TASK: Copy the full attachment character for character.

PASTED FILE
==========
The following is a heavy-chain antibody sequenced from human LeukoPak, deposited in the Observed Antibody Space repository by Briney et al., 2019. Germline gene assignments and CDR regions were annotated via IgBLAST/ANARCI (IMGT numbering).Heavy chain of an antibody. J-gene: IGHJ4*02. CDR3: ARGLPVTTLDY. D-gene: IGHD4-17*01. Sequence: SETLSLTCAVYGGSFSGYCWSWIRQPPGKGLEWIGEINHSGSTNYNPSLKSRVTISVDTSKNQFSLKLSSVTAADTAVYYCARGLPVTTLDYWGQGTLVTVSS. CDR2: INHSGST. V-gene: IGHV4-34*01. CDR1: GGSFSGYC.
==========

The following is a heavy-chain antibody sequenced from human LeukoPak, deposited in the Observed Antibody Space repository by Briney et al., 2019. Germline gene assignments and CDR regions were annotated via IgBLAST/ANARCI (IMGT numbering).Heavy chain of an antibody. J-gene: IGHJ4*02. CDR3: ARGLPVTTLDY. D-gene: IGHD4-17*01. Sequence: SETLSLTCAVYGGSFSGYCWSWIRQPPGKGLEWIGEINHSGSTNYNPSLKSRVTISVDTSKNQFSLKLSSVTAADTAVYYCARGLPVTTLDYWGQGTLVTVSS. CDR2: INHSGST. V-gene: IGHV4-34*01. CDR1: GGSFSGYC.